“The management is going to be sharpened [at WRNU after this meeting] because they are learning techniques one school does and the management is going to be better,” says Betance, who was “honored” to play a role in Keleshian’s meeting with Cortez.
After DeLeon showed them around the Schmitt facility, Keleshian and Duran were greeted by Cortez, who was broadcasting “Nuestra Voz.” Shortly after discussing WRNU’s future plans and current shows, Keleshian sat in front of the mic and was interviewed by Cortez on air. From managing budgets, to what music belongs on air, the two discussed all things college radio. “Our radio station used to be a dumping ground of music, people would play death metal, hip hop, then Adam Levine” Keleshian described. “We wiped a whole hard drive with one terabyte of music and knew we had to start off new.”
WMSC also went through a transition in its branding and music. Cortez discussed that for years WMSC was considered ‘MSU’s underground radio,’ which is something the current staff wants to transition out of. According to Cortez, the station is transitioning into a “freeform station,” rather than underground.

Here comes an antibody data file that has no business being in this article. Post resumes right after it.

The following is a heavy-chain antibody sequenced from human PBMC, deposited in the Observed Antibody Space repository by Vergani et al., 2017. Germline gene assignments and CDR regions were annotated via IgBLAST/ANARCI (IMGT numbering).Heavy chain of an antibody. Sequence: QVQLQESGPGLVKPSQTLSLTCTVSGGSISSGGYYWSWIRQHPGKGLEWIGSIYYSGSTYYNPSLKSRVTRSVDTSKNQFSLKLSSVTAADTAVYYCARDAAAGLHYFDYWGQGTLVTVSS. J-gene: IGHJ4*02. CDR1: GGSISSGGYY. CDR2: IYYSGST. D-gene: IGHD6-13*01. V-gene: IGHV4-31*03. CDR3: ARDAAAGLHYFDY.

As WRNU’s new president as of spring 2016, Keleshian has many plans for what is to come at Rutgers. “In the past, WRNU has had presidents who were not only unexpectedly placed into the position but also did not have the passion that they should have had for radio” he says. “I know where WRNU needs to be and I hear what my members are saying about what needs to be improved, so I will use my position to represent all WRNU members as well as do what I know needs to be fixed within the station. I have many goals and ideas and once they are all met, my ultimate objective is to make sure future e-board members don’t need to work as hard as we are currently.”
After the interview, Cortez took Keleshian and Duran to the station office to hear more about what WMSC is currently doing and its future plans. Currently, WMSC’s goal is to be a part of iHeart Radio, which will mean a lot to the station and its listeners. It is an honor for a college radio station to be a part of iHeart Radio, but there are several qualifications and it is by invitation only, which makes it more competitive.